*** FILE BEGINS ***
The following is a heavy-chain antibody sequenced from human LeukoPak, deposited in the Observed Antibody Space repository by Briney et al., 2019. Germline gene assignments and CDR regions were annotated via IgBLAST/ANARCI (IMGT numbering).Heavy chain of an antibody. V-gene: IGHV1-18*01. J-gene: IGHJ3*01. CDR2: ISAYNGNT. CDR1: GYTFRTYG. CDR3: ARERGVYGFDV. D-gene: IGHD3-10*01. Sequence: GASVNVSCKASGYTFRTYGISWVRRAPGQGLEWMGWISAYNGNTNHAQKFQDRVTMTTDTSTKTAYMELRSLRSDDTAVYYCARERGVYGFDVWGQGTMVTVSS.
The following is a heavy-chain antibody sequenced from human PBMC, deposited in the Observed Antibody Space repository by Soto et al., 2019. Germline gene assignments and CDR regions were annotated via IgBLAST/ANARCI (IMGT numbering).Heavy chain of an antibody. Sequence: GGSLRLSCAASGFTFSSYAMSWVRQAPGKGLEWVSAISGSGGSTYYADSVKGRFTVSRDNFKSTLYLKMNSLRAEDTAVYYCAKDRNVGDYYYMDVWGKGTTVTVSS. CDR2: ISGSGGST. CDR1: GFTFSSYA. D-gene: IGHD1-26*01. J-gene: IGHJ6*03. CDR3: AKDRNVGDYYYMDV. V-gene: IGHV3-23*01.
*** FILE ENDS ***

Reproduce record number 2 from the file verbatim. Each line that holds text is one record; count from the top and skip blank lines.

The following is a heavy-chain antibody sequenced from human PBMC, deposited in the Observed Antibody Space repository by Soto et al., 2019. Germline gene assignments and CDR regions were annotated via IgBLAST/ANARCI (IMGT numbering).Heavy chain of an antibody. Sequence: GGSLRLSCAASGFTFSSYAMSWVRQAPGKGLEWVSAISGSGGSTYYADSVKGRFTVSRDNFKSTLYLKMNSLRAEDTAVYYCAKDRNVGDYYYMDVWGKGTTVTVSS. CDR2: ISGSGGST. CDR1: GFTFSSYA. D-gene: IGHD1-26*01. J-gene: IGHJ6*03. CDR3: AKDRNVGDYYYMDV. V-gene: IGHV3-23*01.